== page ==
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Let the Frogs Have It, Even When They Are Not There!
On August 22, 2014, U.S. District Judge Martin L.C. Feldman (Eastern District, Louisiana) issued a significant order1 dealing with the standards for designation of “critical habitat” for an endangered species under the Endangered Species Act (ESA), including habitat that is both “occupied” and habitat that is “unoccupied” at the time of listing.
At issue in Markle was the designation of critical habitat that was unoccupied. The plaintiffs, including a privately-owned tree farm, alleged that United States Fish and Wildlife Service's (Service) inclusion of unoccupied areas in its final designation of critical habitat for the dusky gopher frog was arbitrary and capricious. The court disagreed, finding that the contested area was appropriately designated. Judge Feldman found that Congress did not define unoccupied habitat in the same manner as occupied habitat; and unlike the requirement for occupied habitat, Congress did not require the Service to find all of the physical and biological features (called PCE's) to designate the area as critical. Instead, Congress had given the Service discretion, and the Service's designation of unoccupied lands was reasonable because it was supported by a determination that this unoccupied area was “essential for the conservation of [the] species”;2and, that “designation limited to its present range would be inadequate to ensure the conservation of the species.”3
Judge Feldman also found the Service's economic analysis4 was not arbitrary and “did not identify any disproportionate costs that are likely to result from the designation.” According to the court, the Service was not required to exercise its “discretion to exclude any areas from this designation of critical habitat for the dusky gopher frog based on economic impacts,” even though it acknowledged that the “present value impacts . . . of [losing] development in 100 percent of [unoccupied critical habitat] was “$33.9 million.” Apparently, the court did not consider such an outcome as a disproportionate cost caused by the designation.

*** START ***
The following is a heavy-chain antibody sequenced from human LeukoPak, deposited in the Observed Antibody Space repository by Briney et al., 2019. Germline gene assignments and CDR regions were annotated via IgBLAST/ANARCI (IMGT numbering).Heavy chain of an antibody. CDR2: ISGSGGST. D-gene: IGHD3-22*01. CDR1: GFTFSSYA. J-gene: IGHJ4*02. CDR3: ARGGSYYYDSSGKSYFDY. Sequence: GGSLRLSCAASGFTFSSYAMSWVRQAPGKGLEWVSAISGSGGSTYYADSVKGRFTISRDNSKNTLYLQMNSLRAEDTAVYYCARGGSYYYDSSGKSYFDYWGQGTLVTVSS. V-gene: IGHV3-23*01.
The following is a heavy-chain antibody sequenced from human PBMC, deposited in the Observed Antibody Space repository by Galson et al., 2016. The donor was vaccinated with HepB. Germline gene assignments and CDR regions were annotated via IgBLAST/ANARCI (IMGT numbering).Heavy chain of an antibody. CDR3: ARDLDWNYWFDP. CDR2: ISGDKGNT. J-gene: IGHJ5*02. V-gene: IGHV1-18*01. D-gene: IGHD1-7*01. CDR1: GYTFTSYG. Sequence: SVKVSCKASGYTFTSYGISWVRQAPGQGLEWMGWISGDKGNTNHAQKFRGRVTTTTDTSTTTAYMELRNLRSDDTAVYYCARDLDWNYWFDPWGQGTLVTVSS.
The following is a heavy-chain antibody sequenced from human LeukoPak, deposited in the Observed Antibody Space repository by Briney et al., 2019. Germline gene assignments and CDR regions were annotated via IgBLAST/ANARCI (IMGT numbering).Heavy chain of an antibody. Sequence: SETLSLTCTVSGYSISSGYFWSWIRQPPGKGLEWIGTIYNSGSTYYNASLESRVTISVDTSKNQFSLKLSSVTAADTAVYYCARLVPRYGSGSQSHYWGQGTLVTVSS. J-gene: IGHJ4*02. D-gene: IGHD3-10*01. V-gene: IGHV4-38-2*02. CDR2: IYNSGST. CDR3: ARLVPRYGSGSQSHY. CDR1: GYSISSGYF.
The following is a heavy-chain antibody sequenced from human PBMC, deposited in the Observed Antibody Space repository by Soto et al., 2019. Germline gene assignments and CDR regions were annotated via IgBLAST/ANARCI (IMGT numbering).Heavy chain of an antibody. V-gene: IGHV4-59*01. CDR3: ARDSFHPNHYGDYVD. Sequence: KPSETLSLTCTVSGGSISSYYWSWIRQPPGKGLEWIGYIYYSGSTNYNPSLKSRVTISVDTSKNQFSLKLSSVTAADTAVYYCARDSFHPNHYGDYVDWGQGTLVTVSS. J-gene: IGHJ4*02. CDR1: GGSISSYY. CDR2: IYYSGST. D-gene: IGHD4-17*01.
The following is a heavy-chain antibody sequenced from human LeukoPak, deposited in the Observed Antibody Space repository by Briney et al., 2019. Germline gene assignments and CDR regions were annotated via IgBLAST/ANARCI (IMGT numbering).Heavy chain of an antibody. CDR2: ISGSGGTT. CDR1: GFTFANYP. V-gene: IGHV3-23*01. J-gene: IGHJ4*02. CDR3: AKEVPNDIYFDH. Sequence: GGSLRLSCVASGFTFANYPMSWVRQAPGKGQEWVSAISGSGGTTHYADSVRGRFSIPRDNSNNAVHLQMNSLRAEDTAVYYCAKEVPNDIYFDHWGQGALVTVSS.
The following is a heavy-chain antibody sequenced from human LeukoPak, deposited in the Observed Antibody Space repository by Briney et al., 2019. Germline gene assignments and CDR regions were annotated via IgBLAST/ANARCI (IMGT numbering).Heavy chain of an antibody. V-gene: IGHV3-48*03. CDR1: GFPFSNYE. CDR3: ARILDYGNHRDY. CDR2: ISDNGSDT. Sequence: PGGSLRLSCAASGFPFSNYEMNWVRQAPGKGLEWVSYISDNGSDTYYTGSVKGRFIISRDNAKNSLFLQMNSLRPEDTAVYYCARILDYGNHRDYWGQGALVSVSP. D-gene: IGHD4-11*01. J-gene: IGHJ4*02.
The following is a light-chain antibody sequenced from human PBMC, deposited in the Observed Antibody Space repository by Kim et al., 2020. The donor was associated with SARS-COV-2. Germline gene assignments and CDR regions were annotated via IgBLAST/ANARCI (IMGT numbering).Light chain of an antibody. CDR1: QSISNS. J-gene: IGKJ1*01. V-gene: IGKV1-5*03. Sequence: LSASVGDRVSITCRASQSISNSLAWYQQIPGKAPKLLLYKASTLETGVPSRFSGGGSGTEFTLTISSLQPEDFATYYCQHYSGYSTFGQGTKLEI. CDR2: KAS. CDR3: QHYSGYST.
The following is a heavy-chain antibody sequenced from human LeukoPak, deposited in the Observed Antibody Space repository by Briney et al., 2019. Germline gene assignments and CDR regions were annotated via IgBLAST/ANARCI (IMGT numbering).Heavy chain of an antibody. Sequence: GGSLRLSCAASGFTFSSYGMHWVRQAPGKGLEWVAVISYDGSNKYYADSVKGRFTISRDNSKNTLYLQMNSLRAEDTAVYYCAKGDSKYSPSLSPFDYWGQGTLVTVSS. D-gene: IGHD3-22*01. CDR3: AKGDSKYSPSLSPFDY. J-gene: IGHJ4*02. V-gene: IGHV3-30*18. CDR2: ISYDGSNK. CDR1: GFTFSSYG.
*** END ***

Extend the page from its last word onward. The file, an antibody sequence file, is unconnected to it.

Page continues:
So what happens to the private land that is designated as critical habitat? Even private unoccupied lands are protected from harm if and when the ESA's federal agency consultation mechanism is triggered through a request for a federal permit or approval. If there is no federal action, then the impact is less severe. However, when the private land owner needs a federal permit under Clean Water Act's section 4045 for example, then the U.S. Army Corps of Engineers (Corps) must consult with the Service on any actions “authorized, funded, or carried out by” the agency to ensure that their actions do “not result in the destruction or adverse modification of habitat[.]”6 If the Corps determines that issuing a 404 permit on the private lands “may affect . . . critical habitat”, the Corps and the Service must engage in “formal” consultation.7 If Service finds that a section 404 permit is likely to adversely modify critical habitat, Service must suggest reasonable and prudent alternatives that the Corps could take to avoid adverse modification.8 “Reasonable and prudent alternatives” must be “economically and technologically feasible.”9
If a private party's action has no federal nexus (if it is not authorized, funded, or carried out by a federal agency), no affirmative obligations are triggered by the critical habitat designation. In other words, absent a federal nexus, the Service cannot compel a private landowner to make changes to restore his designated property into optimal habitat.
This is a significant decision. It deals with the standards and proof for designation of unoccupied land as critical habitat. It draws the pathway for determining that unoccupied areas may be designated as critical if the Service determines that protection is “essential for the conservation of the species.” Given the Service's three current proposals to alter the rules governing critical habitat under ESA, the decision could result in a marked increase in the Service's authority and discretion. For example, the three new proposals are likely to increase designations of both occupied and unoccupied habitat by: (1) changing the definition of “adverse modification” of critical habitat;10 (2) adding a second proposed rule to describe the scope and purpose of critical habitat and to clarify the procedures and criteria utilized when critical habitat is designated11; and, (3) limiting the policy regarding exclusions from consideration as critical habitat.12